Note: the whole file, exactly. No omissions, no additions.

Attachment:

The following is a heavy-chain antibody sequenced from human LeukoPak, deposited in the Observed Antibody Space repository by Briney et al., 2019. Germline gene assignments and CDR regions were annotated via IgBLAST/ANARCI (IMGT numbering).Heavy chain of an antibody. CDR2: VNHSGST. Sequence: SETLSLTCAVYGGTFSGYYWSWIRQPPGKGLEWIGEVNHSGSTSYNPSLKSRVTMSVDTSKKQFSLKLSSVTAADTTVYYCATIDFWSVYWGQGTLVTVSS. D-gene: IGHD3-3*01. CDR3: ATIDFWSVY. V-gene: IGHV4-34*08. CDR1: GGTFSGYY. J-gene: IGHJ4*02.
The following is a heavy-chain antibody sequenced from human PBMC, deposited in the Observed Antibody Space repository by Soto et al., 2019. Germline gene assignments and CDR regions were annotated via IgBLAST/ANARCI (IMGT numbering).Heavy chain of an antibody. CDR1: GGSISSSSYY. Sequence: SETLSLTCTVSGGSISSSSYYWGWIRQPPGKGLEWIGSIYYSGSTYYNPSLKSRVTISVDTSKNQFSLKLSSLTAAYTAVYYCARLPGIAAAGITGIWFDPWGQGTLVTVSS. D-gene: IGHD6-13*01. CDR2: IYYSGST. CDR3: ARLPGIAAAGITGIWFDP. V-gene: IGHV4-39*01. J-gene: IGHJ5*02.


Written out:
The following is a heavy-chain antibody sequenced from human LeukoPak, deposited in the Observed Antibody Space repository by Briney et al., 2019. Germline gene assignments and CDR regions were annotated via IgBLAST/ANARCI (IMGT numbering).Heavy chain of an antibody. CDR2: VNHSGST. Sequence: SETLSLTCAVYGGTFSGYYWSWIRQPPGKGLEWIGEVNHSGSTSYNPSLKSRVTMSVDTSKKQFSLKLSSVTAADTTVYYCATIDFWSVYWGQGTLVTVSS. D-gene: IGHD3-3*01. CDR3: ATIDFWSVY. V-gene: IGHV4-34*08. CDR1: GGTFSGYY. J-gene: IGHJ4*02.
The following is a heavy-chain antibody sequenced from human PBMC, deposited in the Observed Antibody Space repository by Soto et al., 2019. Germline gene assignments and CDR regions were annotated via IgBLAST/ANARCI (IMGT numbering).Heavy chain of an antibody. CDR1: GGSISSSSYY. Sequence: SETLSLTCTVSGGSISSSSYYWGWIRQPPGKGLEWIGSIYYSGSTYYNPSLKSRVTISVDTSKNQFSLKLSSLTAAYTAVYYCARLPGIAAAGITGIWFDPWGQGTLVTVSS. D-gene: IGHD6-13*01. CDR2: IYYSGST. CDR3: ARLPGIAAAGITGIWFDP. V-gene: IGHV4-39*01. J-gene: IGHJ5*02.